Starting from October 1, 2023, the Dutch regulatory body SIDN will prohibit third-party registration of .nl domain names.
This new mandate is primarily aimed at privacy and proxy service providers, .nl registrars, and resellers of .nl domain names. The policy change will coincide with the implementation of revised general terms and conditions for .nl domain name holders and registrars.
Third-party domain registration services, often utilized as privacy and proxy services, emerged as a protective measure for private holders who preferred to keep their identification data – name, address, telephone number, and email address, concealed from WHOIS search results.
The Need for Change
However, SIDN argues that the need for such services is obsolete. The registration details of private domain name holders have not been publicly visible since 2010. In addition, since 2003, SIDN has had a special provision for extreme cases where individuals or institutions can request their data to be hidden – the so-called “opt-out” arrangement.
Importance of Authentic Registration
Accurate registration data serves multiple crucial functions. It allows the actual domain name holder to maintain control over the registration. Moreover, it enables SIDN and third parties, such as internet users and law enforcement authorities, to know the rightful holder of a domain name. This knowledge is critical for dealing with domain name misuse.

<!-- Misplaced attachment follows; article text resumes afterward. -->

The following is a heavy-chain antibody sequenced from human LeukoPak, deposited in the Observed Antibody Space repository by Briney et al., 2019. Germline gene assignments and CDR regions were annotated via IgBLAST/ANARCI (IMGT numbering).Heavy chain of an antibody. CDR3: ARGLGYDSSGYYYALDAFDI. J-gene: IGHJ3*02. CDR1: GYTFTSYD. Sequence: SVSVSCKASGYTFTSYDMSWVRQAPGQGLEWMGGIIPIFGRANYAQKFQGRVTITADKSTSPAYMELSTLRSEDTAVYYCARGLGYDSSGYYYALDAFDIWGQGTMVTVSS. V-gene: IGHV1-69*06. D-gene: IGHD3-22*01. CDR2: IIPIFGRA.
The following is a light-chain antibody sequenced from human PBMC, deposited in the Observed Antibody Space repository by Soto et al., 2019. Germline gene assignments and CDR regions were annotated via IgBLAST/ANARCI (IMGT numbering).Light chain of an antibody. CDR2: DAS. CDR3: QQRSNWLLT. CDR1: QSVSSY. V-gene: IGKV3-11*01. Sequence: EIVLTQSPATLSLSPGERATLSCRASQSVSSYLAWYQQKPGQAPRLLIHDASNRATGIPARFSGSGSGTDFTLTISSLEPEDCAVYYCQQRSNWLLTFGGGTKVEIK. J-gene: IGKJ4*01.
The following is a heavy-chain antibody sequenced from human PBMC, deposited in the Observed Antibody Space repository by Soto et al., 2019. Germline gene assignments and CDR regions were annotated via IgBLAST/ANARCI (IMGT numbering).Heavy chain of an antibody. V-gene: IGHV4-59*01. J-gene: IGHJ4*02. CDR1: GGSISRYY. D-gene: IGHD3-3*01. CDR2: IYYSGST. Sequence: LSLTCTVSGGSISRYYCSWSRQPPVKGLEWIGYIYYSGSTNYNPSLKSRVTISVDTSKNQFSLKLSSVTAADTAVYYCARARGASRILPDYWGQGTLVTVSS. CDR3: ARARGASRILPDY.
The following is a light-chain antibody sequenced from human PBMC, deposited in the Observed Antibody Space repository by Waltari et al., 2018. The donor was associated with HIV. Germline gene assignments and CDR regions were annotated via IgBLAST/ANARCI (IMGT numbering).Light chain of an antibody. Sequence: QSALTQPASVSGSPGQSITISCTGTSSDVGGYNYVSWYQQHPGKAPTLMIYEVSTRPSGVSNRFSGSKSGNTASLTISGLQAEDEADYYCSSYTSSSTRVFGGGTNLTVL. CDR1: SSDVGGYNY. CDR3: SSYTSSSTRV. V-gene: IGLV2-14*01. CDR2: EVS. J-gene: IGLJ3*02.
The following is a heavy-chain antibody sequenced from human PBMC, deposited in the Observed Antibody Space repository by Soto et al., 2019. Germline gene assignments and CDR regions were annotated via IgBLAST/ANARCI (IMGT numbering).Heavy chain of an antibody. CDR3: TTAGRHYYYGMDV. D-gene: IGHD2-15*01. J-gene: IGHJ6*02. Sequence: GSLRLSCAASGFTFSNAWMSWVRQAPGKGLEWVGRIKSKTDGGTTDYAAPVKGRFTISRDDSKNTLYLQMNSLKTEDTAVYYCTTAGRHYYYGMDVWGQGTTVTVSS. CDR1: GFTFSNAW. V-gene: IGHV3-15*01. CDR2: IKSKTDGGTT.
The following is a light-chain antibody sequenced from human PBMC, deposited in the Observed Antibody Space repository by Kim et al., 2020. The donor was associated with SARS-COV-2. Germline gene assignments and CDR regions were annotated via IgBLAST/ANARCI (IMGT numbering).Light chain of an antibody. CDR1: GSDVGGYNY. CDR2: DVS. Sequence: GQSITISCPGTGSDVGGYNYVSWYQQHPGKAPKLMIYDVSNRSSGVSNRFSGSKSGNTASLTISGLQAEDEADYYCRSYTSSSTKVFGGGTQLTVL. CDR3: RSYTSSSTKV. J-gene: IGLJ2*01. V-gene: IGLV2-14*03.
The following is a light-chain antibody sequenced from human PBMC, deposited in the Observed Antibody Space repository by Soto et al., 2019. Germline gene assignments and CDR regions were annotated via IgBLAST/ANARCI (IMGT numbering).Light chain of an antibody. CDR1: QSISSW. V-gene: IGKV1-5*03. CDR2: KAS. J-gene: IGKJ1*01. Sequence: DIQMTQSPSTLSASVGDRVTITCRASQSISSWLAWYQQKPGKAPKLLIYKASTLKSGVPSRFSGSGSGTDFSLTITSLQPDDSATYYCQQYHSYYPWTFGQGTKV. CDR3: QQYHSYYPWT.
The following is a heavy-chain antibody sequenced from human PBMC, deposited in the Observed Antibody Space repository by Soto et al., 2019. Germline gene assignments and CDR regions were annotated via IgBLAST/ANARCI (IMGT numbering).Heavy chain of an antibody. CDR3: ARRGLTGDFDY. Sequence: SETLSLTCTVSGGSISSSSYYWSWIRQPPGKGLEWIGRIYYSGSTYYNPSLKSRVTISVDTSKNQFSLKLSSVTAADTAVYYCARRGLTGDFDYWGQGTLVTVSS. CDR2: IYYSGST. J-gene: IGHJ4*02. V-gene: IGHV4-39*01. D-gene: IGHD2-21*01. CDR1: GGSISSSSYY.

In practice, domain names registered with malicious intentions are often linked to a privacy or proxy service provider. This obstacle hampers the fight against domain name abuse. To counteract this, it is important to know who truly has control over a domain name, along with their verified identity.
Provision for Special Situations
SIDN recognizes that there may be valid reasons for a domain name not to be registered under the name of the actual controller temporarily. For instance, a party launching a new campaign may wish to keep their domain name registration details secret until the campaign officially begins. Or someone may want to secure a domain name while waiting for their “opt-out” request to be processed. For such situations, a domain name can be registered under the registrar’s name without being linked to any nameservers, making it ‘inactive’ and thus unreachable.